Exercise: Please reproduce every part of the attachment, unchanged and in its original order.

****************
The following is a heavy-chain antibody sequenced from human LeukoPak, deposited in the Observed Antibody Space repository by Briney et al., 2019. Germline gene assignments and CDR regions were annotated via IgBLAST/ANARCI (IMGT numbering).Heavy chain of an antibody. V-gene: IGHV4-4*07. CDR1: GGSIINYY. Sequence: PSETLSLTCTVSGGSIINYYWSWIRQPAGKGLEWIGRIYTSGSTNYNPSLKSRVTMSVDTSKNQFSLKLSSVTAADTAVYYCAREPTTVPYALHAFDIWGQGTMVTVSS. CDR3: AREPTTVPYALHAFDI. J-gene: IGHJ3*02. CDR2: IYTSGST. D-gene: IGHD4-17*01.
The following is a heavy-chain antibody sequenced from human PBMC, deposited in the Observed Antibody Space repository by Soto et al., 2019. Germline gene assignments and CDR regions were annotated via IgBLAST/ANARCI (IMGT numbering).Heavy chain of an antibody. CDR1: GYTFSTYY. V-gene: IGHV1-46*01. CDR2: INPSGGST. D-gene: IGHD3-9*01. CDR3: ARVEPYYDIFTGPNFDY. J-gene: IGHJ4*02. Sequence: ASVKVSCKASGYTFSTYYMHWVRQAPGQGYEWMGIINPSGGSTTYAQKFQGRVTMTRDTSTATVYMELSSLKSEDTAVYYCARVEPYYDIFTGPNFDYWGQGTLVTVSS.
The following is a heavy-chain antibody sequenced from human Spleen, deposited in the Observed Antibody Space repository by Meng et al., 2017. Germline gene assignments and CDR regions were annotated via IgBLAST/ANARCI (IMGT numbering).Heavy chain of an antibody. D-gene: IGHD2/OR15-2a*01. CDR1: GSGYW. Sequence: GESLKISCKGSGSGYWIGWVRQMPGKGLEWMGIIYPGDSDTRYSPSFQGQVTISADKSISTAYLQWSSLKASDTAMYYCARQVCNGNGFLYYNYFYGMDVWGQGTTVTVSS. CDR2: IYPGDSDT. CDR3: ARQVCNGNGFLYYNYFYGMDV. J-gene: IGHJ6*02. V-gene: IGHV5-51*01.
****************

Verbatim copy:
The following is a heavy-chain antibody sequenced from human LeukoPak, deposited in the Observed Antibody Space repository by Briney et al., 2019. Germline gene assignments and CDR regions were annotated via IgBLAST/ANARCI (IMGT numbering).Heavy chain of an antibody. V-gene: IGHV4-4*07. CDR1: GGSIINYY. Sequence: PSETLSLTCTVSGGSIINYYWSWIRQPAGKGLEWIGRIYTSGSTNYNPSLKSRVTMSVDTSKNQFSLKLSSVTAADTAVYYCAREPTTVPYALHAFDIWGQGTMVTVSS. CDR3: AREPTTVPYALHAFDI. J-gene: IGHJ3*02. CDR2: IYTSGST. D-gene: IGHD4-17*01.
The following is a heavy-chain antibody sequenced from human PBMC, deposited in the Observed Antibody Space repository by Soto et al., 2019. Germline gene assignments and CDR regions were annotated via IgBLAST/ANARCI (IMGT numbering).Heavy chain of an antibody. CDR1: GYTFSTYY. V-gene: IGHV1-46*01. CDR2: INPSGGST. D-gene: IGHD3-9*01. CDR3: ARVEPYYDIFTGPNFDY. J-gene: IGHJ4*02. Sequence: ASVKVSCKASGYTFSTYYMHWVRQAPGQGYEWMGIINPSGGSTTYAQKFQGRVTMTRDTSTATVYMELSSLKSEDTAVYYCARVEPYYDIFTGPNFDYWGQGTLVTVSS.
The following is a heavy-chain antibody sequenced from human Spleen, deposited in the Observed Antibody Space repository by Meng et al., 2017. Germline gene assignments and CDR regions were annotated via IgBLAST/ANARCI (IMGT numbering).Heavy chain of an antibody. D-gene: IGHD2/OR15-2a*01. CDR1: GSGYW. Sequence: GESLKISCKGSGSGYWIGWVRQMPGKGLEWMGIIYPGDSDTRYSPSFQGQVTISADKSISTAYLQWSSLKASDTAMYYCARQVCNGNGFLYYNYFYGMDVWGQGTTVTVSS. CDR2: IYPGDSDT. CDR3: ARQVCNGNGFLYYNYFYGMDV. J-gene: IGHJ6*02. V-gene: IGHV5-51*01.